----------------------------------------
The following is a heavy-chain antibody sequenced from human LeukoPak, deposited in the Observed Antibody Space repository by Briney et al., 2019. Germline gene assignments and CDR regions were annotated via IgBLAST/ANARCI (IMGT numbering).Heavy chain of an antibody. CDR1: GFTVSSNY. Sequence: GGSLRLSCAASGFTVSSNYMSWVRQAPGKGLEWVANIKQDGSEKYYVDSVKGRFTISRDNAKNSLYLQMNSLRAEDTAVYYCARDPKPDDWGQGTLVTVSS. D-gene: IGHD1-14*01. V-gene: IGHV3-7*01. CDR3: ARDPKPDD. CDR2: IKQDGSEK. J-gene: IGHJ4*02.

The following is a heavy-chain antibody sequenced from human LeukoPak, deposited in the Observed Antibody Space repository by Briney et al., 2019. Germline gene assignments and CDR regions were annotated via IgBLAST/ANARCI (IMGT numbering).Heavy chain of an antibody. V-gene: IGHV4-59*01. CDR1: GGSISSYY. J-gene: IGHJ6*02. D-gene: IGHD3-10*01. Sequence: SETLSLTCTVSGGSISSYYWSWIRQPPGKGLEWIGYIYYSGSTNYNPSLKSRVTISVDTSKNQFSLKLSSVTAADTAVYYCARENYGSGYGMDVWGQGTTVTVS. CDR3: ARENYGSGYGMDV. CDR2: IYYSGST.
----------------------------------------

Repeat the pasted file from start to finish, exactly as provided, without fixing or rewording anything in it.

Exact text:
The following is a heavy-chain antibody sequenced from human LeukoPak, deposited in the Observed Antibody Space repository by Briney et al., 2019. Germline gene assignments and CDR regions were annotated via IgBLAST/ANARCI (IMGT numbering).Heavy chain of an antibody. CDR1: GFTVSSNY. Sequence: GGSLRLSCAASGFTVSSNYMSWVRQAPGKGLEWVANIKQDGSEKYYVDSVKGRFTISRDNAKNSLYLQMNSLRAEDTAVYYCARDPKPDDWGQGTLVTVSS. D-gene: IGHD1-14*01. V-gene: IGHV3-7*01. CDR3: ARDPKPDD. CDR2: IKQDGSEK. J-gene: IGHJ4*02.

The following is a heavy-chain antibody sequenced from human LeukoPak, deposited in the Observed Antibody Space repository by Briney et al., 2019. Germline gene assignments and CDR regions were annotated via IgBLAST/ANARCI (IMGT numbering).Heavy chain of an antibody. V-gene: IGHV4-59*01. CDR1: GGSISSYY. J-gene: IGHJ6*02. D-gene: IGHD3-10*01. Sequence: SETLSLTCTVSGGSISSYYWSWIRQPPGKGLEWIGYIYYSGSTNYNPSLKSRVTISVDTSKNQFSLKLSSVTAADTAVYYCARENYGSGYGMDVWGQGTTVTVS. CDR3: ARENYGSGYGMDV. CDR2: IYYSGST.